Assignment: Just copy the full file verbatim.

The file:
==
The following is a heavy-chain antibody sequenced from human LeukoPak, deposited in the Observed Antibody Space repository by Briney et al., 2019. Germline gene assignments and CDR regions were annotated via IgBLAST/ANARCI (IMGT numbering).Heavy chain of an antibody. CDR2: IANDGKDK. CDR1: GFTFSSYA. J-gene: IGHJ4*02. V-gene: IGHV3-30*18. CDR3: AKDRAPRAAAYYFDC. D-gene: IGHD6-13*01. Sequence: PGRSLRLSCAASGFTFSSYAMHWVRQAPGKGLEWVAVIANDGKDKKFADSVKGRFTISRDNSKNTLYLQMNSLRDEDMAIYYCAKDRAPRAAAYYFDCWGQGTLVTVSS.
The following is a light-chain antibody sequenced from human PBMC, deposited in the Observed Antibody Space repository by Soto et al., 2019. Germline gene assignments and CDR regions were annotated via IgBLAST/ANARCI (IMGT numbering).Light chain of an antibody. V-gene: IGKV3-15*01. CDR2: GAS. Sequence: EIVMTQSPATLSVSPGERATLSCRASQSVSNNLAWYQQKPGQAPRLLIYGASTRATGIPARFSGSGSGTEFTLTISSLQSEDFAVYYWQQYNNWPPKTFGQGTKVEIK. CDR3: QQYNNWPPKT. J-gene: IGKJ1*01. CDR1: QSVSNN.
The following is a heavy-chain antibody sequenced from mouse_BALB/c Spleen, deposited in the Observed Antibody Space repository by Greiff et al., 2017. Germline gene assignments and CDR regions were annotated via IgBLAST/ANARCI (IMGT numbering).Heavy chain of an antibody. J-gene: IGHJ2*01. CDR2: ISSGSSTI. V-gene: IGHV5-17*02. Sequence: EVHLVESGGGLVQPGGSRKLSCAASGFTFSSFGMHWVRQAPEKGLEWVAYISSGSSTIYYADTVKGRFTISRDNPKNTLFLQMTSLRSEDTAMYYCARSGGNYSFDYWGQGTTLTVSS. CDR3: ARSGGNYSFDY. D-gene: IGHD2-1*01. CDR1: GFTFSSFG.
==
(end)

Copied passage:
The following is a heavy-chain antibody sequenced from human LeukoPak, deposited in the Observed Antibody Space repository by Briney et al., 2019. Germline gene assignments and CDR regions were annotated via IgBLAST/ANARCI (IMGT numbering).Heavy chain of an antibody. CDR2: IANDGKDK. CDR1: GFTFSSYA. J-gene: IGHJ4*02. V-gene: IGHV3-30*18. CDR3: AKDRAPRAAAYYFDC. D-gene: IGHD6-13*01. Sequence: PGRSLRLSCAASGFTFSSYAMHWVRQAPGKGLEWVAVIANDGKDKKFADSVKGRFTISRDNSKNTLYLQMNSLRDEDMAIYYCAKDRAPRAAAYYFDCWGQGTLVTVSS.
The following is a light-chain antibody sequenced from human PBMC, deposited in the Observed Antibody Space repository by Soto et al., 2019. Germline gene assignments and CDR regions were annotated via IgBLAST/ANARCI (IMGT numbering).Light chain of an antibody. V-gene: IGKV3-15*01. CDR2: GAS. Sequence: EIVMTQSPATLSVSPGERATLSCRASQSVSNNLAWYQQKPGQAPRLLIYGASTRATGIPARFSGSGSGTEFTLTISSLQSEDFAVYYWQQYNNWPPKTFGQGTKVEIK. CDR3: QQYNNWPPKT. J-gene: IGKJ1*01. CDR1: QSVSNN.
The following is a heavy-chain antibody sequenced from mouse_BALB/c Spleen, deposited in the Observed Antibody Space repository by Greiff et al., 2017. Germline gene assignments and CDR regions were annotated via IgBLAST/ANARCI (IMGT numbering).Heavy chain of an antibody. J-gene: IGHJ2*01. CDR2: ISSGSSTI. V-gene: IGHV5-17*02. Sequence: EVHLVESGGGLVQPGGSRKLSCAASGFTFSSFGMHWVRQAPEKGLEWVAYISSGSSTIYYADTVKGRFTISRDNPKNTLFLQMTSLRSEDTAMYYCARSGGNYSFDYWGQGTTLTVSS. CDR3: ARSGGNYSFDY. D-gene: IGHD2-1*01. CDR1: GFTFSSFG.